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Archaeologia Cantiana -  Vol. 89    1974  page 130
Excavations at Eccles Roman Villa, 1973: Twelfth Interim Report.
By A. P. Detsicas, M.A., F.S.A. Scot

well as many scattered bones which could not be associated with any individuals. As previously, the majority of these inhumations had been buried very close to the bottom of the ploughsoil, laid approximately east to west, without grave goods and on top of other earlier burials; some of the latter had personal effects buried with them, including a complete vessel placed very close to and to right of the skull, which confirmed the initial dating of this cemetery to the middle of the seventh century A.D.83
  
Indications were also found that the north-eastern and south-eastern limits of the burial ground may be close to the excavated trenches, but this remains to be confirmed; to north-west and south-west, its area is delimited by the ruins of the villa.

IV. Medieval
Site D
  
A small medieval tilery (Plate IIB) was excavated in the middle of the Romano-British pottery waste debris (Fig. la, and above, 128-9). This tile-kiln, which measured overall c. 5 ft. 10 in. (1.75 m.) square, had originally been constructed as a rectangular cutting into the clay subsoil serving, on the three surviving sides of the kiln, as its wall and reddened by fire to a depth of 4 in. (0.10 m.) all round. Within this square cutting had been constructed a central spine crossed at right angles by the kiln's four flues which were all badly worn, collapsed and compacted by the weight of the overburden. The central spine had been built almost entirely of clay-bonded large lumps of ragstone and boulders and Romano-British roofing- and bonding-tiles; it was c. 1 ft. (0.30 m.) thick. The flue walls were constructed of clay-bonded medieval tiles, with some Romano-British material as well, and had an average thickness of 8 in. (0.20 m.); each flue wall had been pierced by two arched flues to allow for the transverse circulation of hot air and gases, each arch on either side of and springing directly from the central spine. These arches, too, had been built of medieval tiles and were c. 9 in. (0.225 m.) wide; soot was found on the subsoil beneath these arches, as well as in the passages between the flue walls, under a deliberate back-filling of clean clay and debris. Little survived in situ of the kiln's floor, but there were indications that this, too, had been made of medieval tiles.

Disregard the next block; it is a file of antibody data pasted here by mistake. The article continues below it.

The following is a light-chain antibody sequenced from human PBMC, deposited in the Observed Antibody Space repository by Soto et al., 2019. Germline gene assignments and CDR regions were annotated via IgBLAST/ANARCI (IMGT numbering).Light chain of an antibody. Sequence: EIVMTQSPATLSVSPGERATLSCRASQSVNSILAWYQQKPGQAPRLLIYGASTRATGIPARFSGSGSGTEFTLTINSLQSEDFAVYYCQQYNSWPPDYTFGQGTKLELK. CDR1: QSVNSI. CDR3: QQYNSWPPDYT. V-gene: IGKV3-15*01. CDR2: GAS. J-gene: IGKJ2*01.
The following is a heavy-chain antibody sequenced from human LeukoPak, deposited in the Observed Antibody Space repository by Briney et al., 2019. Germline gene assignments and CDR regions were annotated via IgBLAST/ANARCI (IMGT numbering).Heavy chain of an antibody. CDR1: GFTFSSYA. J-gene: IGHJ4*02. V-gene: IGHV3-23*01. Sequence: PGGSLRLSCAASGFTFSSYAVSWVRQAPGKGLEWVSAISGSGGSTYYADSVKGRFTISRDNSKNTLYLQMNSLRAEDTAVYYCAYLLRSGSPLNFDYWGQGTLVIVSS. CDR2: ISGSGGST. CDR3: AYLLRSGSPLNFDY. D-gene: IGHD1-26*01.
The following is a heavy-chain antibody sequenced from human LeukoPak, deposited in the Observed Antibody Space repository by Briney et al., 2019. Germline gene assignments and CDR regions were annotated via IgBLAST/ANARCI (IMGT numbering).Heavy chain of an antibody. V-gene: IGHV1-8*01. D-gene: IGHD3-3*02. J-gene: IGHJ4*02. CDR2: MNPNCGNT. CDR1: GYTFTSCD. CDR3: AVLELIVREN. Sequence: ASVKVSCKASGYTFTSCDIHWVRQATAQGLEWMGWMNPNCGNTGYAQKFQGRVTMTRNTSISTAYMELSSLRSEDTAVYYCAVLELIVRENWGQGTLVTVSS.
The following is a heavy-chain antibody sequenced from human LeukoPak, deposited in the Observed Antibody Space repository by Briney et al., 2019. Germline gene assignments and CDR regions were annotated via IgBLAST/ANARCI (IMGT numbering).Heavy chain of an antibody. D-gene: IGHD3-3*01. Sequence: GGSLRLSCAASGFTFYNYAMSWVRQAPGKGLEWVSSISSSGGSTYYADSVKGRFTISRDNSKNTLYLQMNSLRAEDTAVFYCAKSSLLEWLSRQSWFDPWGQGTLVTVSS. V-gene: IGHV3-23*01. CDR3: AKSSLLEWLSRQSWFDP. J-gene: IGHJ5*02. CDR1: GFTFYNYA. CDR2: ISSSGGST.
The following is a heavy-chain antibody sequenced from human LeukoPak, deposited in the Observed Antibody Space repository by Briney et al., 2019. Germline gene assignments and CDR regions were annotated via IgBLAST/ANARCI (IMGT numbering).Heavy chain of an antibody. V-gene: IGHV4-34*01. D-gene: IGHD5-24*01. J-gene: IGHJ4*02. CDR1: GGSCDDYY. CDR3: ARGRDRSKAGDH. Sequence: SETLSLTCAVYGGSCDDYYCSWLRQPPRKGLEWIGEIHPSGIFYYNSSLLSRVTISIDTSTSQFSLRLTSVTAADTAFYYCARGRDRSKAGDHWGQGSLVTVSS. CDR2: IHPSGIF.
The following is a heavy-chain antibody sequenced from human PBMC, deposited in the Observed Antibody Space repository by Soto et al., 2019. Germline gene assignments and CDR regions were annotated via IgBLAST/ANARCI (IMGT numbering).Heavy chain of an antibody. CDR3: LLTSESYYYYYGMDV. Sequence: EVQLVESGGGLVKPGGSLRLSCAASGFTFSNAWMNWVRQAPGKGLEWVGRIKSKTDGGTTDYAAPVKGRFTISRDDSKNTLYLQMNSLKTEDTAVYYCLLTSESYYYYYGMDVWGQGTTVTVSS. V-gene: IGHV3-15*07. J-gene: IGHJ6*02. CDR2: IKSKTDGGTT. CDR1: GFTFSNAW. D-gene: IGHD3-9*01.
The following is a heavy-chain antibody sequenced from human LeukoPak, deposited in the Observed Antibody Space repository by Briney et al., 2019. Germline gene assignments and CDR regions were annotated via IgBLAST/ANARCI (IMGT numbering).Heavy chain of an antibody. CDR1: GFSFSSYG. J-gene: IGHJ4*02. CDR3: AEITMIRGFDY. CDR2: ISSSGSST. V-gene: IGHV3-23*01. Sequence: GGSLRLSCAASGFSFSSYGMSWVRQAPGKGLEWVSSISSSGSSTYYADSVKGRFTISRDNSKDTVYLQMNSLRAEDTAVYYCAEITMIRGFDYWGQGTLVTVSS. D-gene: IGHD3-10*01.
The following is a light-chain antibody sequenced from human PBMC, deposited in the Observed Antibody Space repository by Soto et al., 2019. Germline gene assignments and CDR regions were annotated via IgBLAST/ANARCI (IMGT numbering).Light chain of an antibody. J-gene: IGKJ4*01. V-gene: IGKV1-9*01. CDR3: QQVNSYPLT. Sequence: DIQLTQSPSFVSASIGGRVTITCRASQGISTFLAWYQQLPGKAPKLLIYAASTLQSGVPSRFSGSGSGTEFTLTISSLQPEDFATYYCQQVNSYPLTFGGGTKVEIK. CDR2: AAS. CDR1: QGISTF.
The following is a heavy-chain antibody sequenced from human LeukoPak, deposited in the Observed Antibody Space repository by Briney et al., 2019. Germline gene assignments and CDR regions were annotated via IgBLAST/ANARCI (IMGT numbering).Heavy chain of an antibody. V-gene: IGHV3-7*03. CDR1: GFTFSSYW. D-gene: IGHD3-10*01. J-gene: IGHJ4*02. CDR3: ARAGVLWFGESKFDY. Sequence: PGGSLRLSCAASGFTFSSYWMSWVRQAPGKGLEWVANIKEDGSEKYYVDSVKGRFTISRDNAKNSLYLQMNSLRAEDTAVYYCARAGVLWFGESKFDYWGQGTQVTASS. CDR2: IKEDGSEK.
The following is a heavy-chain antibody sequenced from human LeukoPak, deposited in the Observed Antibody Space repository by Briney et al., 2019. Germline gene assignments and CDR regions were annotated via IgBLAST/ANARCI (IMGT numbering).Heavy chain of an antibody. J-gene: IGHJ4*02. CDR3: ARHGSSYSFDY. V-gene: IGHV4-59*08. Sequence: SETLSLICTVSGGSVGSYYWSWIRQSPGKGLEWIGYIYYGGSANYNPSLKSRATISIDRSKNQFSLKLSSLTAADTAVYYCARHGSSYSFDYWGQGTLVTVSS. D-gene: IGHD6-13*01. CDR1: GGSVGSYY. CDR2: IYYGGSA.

Though the location of the tilery's stokehole is not in doubt, little had survived industrial excavation; this is doubly unfortunate as it, probably, removed any pottery contemporary with the use of the kiln, which would have confirmed its dating. On the other hand, it is clear,
   38 1 am indebted to Mrs. S. C. Hawkes, M.A., F.S.A., for this information.

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